MT. HOOD, Coe Glacier at center, Cooper Spur at left.
As of Friday, December 29, 2017
WELL SAID: “The old problems — love, money, security, status, health, etc. — are still here to plague us or please us.” — Shelley Berman, 1926-2017
WELL DONE: By Hood River photographer and mountain expert Darryl Lloyd: When a profile of Mount Hood appeared atop a Seattle-based geological website focusing on Mount Rainier, Lloyd attempted to correct them on it via email. A few hours later, the guy in charge of the website responded that the view of the mountain — clearly Cooper Spur, Coe Glacier and other features of the Oregon sentinel — “While it looks like Mount Hood, it is actually Mowich Face in the foreground with Willis Wall behind it … ” Replied Lloyd, who does know a few things about our Northwest peaks, “Well, you can call it Rainier, but ask anyone who knows Mount Hood like I do, and they’ll agree with me.” A few hours after that, and with no words of thanks or other comment to Lloyd, the webpage image was changed to Mount Rainier.
SIGNS serve all sorts of purposes, but sometimes they serve as inherent mysteries. Witness the one (see photo) near Pine Grove at Fir Mountain and Thomsen roads: “Turn Here” says the rustic, hand-painted board, indicating left, or west-bound on Fir Mountain. Yet no other words or symbols to explain its orientation. Why turn here? What is my destination? Who wants me to head that way?
CUSTOMER SERVICE: A bowl full of quarters on the counter at Windy River Computers, courtesy of owners Perry and Wilma. “We don’t want to see anyone get a parking ticket,” Perry said. Some clients will take coins to stave off the fine, while others will put down a dollar in exchange.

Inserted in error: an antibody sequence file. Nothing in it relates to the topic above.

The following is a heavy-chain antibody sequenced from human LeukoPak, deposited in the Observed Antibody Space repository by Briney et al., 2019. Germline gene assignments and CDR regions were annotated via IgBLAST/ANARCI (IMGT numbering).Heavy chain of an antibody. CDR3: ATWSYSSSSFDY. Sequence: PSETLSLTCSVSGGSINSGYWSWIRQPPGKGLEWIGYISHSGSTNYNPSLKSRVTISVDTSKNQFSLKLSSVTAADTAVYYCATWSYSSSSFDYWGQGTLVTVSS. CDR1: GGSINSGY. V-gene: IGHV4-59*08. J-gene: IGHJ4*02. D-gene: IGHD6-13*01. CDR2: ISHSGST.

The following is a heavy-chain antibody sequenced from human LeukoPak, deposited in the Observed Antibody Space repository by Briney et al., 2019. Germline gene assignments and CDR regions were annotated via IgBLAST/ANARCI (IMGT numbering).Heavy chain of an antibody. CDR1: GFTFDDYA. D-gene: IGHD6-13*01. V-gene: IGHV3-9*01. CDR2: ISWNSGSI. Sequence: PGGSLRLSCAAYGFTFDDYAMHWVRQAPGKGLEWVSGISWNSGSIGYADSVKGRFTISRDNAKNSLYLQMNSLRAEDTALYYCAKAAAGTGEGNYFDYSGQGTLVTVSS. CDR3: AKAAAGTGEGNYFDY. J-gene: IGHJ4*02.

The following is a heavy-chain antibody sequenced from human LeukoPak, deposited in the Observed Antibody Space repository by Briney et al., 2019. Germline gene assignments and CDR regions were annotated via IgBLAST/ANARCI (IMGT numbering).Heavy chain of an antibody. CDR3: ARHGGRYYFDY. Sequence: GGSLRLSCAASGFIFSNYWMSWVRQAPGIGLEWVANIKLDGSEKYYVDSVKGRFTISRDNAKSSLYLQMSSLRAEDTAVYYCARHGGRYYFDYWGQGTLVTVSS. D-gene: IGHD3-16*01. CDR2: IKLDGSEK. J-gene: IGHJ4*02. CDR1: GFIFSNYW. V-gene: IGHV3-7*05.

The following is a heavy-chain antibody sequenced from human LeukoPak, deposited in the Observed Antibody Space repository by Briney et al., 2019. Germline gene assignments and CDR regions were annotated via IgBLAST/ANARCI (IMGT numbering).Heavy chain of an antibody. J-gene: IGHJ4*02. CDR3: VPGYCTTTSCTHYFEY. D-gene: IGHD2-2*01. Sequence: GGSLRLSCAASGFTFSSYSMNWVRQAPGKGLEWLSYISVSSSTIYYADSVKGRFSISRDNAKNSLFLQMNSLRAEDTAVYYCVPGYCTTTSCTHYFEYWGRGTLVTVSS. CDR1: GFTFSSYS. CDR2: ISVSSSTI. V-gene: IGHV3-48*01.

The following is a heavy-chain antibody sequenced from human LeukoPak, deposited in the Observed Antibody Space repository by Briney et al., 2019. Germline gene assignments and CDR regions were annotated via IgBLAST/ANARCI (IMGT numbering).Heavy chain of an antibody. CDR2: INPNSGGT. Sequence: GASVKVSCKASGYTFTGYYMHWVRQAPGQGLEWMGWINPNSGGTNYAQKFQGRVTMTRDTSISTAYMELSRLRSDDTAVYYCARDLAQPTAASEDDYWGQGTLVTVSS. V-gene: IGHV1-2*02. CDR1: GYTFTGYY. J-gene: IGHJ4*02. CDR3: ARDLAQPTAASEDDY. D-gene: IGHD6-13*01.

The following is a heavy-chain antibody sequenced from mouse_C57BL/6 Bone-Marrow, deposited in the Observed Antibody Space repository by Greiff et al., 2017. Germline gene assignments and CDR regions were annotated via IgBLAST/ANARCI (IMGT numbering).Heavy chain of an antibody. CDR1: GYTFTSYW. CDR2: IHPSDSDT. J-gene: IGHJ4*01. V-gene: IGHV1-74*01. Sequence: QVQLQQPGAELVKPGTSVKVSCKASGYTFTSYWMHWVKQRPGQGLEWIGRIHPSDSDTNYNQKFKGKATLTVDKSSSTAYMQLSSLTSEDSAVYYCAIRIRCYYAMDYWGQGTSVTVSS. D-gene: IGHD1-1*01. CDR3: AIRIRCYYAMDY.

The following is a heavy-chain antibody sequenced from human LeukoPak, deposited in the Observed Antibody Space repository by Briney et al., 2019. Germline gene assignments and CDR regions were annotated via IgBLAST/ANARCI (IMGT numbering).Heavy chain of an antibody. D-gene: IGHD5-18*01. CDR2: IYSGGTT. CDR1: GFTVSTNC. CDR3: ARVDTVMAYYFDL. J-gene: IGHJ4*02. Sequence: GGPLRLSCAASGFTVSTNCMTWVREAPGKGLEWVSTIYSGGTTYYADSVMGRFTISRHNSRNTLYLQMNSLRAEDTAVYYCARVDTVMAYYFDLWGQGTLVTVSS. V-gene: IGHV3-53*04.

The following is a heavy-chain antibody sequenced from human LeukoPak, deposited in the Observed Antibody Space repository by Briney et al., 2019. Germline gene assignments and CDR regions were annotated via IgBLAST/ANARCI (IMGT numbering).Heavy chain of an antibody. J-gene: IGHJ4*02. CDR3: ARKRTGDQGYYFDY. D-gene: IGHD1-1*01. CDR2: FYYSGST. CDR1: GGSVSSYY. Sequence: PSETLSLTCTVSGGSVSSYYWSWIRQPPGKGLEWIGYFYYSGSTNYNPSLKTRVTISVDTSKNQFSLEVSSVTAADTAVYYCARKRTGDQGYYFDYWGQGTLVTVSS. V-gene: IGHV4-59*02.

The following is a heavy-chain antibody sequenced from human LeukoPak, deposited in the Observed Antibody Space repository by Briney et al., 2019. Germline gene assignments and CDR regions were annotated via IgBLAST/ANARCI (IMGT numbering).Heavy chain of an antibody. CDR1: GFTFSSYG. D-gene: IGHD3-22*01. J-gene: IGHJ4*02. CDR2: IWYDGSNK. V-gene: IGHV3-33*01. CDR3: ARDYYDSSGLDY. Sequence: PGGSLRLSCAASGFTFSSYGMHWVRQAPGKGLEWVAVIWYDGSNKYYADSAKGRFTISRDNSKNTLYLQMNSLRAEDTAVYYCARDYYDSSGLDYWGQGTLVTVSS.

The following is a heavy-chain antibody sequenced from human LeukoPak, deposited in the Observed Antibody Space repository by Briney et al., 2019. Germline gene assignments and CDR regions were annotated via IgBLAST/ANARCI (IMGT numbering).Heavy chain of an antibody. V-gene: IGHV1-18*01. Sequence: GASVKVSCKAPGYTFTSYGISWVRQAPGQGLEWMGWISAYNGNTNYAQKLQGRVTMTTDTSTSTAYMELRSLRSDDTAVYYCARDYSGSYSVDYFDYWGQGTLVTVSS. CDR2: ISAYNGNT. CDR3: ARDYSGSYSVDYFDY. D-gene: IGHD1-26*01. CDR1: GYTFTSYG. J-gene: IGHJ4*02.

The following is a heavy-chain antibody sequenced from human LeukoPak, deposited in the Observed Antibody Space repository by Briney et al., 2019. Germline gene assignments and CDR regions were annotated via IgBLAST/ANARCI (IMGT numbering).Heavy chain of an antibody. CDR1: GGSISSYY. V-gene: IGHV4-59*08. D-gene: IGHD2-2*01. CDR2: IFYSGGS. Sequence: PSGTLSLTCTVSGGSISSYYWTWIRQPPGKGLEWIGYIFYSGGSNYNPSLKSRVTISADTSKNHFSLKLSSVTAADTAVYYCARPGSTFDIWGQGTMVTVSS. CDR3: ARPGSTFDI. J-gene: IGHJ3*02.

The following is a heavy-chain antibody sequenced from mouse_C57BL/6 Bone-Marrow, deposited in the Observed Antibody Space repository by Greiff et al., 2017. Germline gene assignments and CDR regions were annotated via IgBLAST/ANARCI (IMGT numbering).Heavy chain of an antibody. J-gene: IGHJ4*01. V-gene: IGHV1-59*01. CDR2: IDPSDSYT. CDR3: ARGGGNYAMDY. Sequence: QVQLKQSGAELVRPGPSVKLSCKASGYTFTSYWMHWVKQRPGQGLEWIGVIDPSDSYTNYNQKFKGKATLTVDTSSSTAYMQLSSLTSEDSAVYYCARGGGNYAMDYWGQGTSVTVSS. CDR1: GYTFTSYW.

CAUTION: Slipperiest place to step on frosty mornings? Yellow curb paint.
PORCH décor: Not sure what it’s doing there, but a home on a quiet Heights side street has on the porch a hand-painted wooden sign about an “ice cream sandwich bar,” complete with flavors and instructions, and the exhortation, “Get Stacked Y’All.”
L.I.T.erally: Applebees was kind enough to inform us that the restaurants have been offering the $1 Long Island Iced Tea, better known as the Dollar L.I.T.” (trademark) all December, adding that “the fan-favorite cocktail is made with a delicious mix of vodka, rum, gin, tequila, triple sec and sweet and sour mix with a splash of cola.”
The drink has a much higher alcohol concentration — approximately 22 percent — than most highball drinks due to the relatively small amount of mixer.
Considering all that booze, the reader can decide the seasonal suitability of “L.I.T.”; you could call it an “alco-nym.”
After spending a couple bucks at Applebees on these concoctions, “lit” is what you would be.
— Kirby Neumann-Rea